The ruler of Dubai was today ordered by the High Court in London to pay his former wife around 550 million pounds as divorce settlement.
The legal battle between Dubai's ruler and his ex-wife has brought to forefront the lavish lifestyle of the the ultra-rich Middle Eastern royalty.
Sheikh Mohammed bin Rashid Al-Maktoum, the ruler of Dubai, was today ordered by the High Court in London to pay his former wife, Princess Haya Bint Al Hussein, around 550 million pounds ($730 million) - reportedly the highest divorce settlement set by an English court.
The settlement amount will go towards the upkeep of Princess Haya's British mansions and to cover the future security costs of her and their children.
Here are the details of the royal couple's lifestyle that was listed in the ruling:
'Limitless' money in Dubai
Sheikh Mohammed bin Rashid Al-Maktoum, who is currently the vice-president and prime minister of UAE, got married to Princess Haya in 2004. The judgment states that she divorced her in 2019 under the Sharia law without her knowledge.
The Princess' lawyers told the court that when in Dubai, she and the children had access to 'limitless' money.
Princess Haya had access to over a dozen luxurious mansions, a 400 million pounds yacht, and a fleet of private planes, her lawyers told the court.
According to the ruling, she used to get 83 million pounds annually for her household, along with 9 million pounds spending money.
Blackmail using children's money
The 72-year-old ruler of the emirate of Dubai has long been locked in a bitter legal battle with his 47-year-old former wife, who lives in London with their two children, aged 13 and nine.
During one of the hearings, Princess Haya was questioned about a 6.7 million pounds payment she made to cover up her affair with one of the bodyguards. To make the payment, she used money from the children's bank accounts.
"I was very frightened," Haya said when asked why she had used money from the children's accounts to pay them off. "I was scared and that was the money that was available in that amount."
Mansions in London
Of the total divorce settlement, 251.5 million pounds would go towards the upkeep of Princess Haya's houses in London.
In 2016, Princess Haya bought a mansion near Kensington Palace for 87.5 million pounds and then spent 14.7 million pounds in getting it refurbished, the court was told.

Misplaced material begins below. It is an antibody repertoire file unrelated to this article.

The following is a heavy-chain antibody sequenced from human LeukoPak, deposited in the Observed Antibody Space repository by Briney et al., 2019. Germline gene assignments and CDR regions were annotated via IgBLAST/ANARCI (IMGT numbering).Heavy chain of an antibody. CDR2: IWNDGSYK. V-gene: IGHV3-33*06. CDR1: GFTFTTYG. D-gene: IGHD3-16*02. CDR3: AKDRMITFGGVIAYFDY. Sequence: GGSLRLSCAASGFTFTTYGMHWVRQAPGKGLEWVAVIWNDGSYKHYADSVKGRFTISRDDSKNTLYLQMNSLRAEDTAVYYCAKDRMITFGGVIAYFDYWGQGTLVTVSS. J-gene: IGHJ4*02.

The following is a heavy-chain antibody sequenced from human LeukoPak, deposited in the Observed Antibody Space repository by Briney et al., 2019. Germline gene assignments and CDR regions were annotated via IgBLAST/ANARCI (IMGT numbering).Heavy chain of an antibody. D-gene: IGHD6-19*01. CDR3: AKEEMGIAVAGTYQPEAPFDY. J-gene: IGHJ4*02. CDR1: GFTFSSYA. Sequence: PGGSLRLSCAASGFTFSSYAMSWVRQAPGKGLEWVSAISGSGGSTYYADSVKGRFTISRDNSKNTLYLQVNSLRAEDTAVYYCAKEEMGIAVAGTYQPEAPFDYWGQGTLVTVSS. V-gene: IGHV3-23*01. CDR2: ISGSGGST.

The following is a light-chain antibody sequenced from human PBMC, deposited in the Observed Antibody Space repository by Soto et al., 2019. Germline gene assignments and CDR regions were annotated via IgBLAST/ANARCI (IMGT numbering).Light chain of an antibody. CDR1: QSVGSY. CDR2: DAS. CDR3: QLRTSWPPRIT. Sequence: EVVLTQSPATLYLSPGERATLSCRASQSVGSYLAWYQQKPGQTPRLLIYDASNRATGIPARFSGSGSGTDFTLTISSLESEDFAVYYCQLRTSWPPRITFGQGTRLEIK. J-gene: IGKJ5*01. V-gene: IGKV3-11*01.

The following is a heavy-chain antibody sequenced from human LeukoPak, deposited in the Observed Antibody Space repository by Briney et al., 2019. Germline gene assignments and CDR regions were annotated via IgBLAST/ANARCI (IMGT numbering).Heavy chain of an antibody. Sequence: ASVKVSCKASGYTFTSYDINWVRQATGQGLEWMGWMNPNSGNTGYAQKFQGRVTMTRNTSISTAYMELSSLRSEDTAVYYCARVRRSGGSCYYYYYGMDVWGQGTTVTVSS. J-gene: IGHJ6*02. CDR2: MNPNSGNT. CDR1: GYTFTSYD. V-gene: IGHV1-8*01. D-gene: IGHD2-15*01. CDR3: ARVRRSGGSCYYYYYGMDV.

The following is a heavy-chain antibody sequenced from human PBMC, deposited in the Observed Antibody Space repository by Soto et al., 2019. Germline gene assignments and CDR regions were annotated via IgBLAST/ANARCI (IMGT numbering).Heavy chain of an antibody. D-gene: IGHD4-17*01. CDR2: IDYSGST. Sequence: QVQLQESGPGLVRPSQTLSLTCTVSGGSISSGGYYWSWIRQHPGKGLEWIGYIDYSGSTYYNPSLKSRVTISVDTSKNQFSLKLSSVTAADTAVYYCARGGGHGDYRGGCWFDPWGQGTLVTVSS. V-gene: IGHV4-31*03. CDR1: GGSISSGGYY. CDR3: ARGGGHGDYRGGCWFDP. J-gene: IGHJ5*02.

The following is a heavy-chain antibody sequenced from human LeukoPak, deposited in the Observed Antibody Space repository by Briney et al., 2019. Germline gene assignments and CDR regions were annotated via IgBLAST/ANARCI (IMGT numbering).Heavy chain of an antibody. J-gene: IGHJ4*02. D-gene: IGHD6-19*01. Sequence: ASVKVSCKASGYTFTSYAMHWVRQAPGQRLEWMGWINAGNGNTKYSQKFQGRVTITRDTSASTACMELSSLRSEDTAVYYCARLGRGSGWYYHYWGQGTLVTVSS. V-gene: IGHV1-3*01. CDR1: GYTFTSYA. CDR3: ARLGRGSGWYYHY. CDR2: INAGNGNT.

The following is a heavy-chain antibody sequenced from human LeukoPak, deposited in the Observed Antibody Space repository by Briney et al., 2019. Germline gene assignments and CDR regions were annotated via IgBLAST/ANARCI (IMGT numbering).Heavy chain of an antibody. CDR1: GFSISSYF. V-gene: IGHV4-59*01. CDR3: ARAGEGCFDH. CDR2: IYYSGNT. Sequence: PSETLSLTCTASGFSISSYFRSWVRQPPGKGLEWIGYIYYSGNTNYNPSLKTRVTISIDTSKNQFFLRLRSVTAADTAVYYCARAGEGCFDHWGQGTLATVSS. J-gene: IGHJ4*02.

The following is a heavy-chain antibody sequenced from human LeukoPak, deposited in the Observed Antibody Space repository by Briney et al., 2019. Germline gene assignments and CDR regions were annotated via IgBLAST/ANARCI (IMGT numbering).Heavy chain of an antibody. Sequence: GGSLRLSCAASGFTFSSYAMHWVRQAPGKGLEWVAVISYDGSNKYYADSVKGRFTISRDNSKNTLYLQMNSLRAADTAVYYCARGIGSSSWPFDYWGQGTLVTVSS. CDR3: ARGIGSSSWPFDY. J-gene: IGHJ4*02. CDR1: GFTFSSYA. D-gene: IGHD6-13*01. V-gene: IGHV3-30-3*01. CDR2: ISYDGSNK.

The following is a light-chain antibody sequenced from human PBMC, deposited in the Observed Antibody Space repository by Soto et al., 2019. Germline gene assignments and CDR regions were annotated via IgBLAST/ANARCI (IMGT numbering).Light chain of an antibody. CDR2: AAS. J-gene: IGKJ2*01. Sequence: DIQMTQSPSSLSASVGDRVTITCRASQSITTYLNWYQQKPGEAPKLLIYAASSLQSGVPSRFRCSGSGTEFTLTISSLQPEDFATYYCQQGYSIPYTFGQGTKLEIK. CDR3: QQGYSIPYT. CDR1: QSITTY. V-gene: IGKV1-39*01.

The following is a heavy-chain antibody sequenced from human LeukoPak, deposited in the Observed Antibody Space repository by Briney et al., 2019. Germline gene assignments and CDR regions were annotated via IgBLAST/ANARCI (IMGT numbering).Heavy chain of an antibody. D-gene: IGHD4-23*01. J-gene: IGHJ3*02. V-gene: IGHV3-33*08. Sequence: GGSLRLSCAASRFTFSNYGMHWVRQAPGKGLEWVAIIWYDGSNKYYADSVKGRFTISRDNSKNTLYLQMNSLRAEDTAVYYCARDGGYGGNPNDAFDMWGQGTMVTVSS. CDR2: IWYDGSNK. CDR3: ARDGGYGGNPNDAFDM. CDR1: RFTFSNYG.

The Dubai ruler has been ordered to make payments that would cover a 10-year refurbishment project of the house and also cover the salaries of five housekeepers.
"We always kept it to a very high standard and that is the amount of people needed to keep it as it is now," Princess Haya said.
She has also sought a yearly payment of 770,000 pounds for the maintenance of her Castlewood mansion in Berkshire.
Princess Haya said that she and their children owned over 60 racehorses, for whom she sought 75 million pounds in compensation. While being married to the Sheikh, she bought nearly 400 racehorses.
"If I wanted a horse, I bought one," Princess Haya told the court.
Holidays and leisure
During her marriage, the family spent 631,000 pounds on one summer vacation in Italy, and on another occasion the bill for a hotel in Greece was 274,000 euros, the court said in its ruling.
Princess Haya would get money for two weeks of vacation in Britain and to travel abroad nine weeks every year.
Judge Philip Moor said that the annual award for holidays would be 5.1 million pounds a year, with 1 million pounds each for hiring private plane and food expenditure.
The court awarded Princess Haya a further 1 million pounds to spend on leisure. He also granted 277,050 pounds a year for spending on pets, including 25,000 pounds to buy horses and 12,000 pounds for toys, grooming, and training of unspecified animals.
Clothes and jewellery
Princess Haya in her testimony said that her ex-husband used to regularly spoil her with lavish gifts during their marriage, and was awarded 13.7 million pounds as compensation for what she claimed were missing jewellery and clothes. She had initially sought 52 million pounds for the missing items.
She said her collection of haute couture was worth about 74 million euros, and only the most basic items had been returned to her after she fled to Britain.
"If you put all the pieces in that room spread across this courtroom, it would be full," Haya said. "I was spoiled with wonderful gifts which I enjoyed very, very much at the time."
In a 23-minute video presented during the hearing, the judge could be seen walking into a safe in the Dubai palace where the jewellery was kept. The judge said that what was left in the safe seemed "standard fare".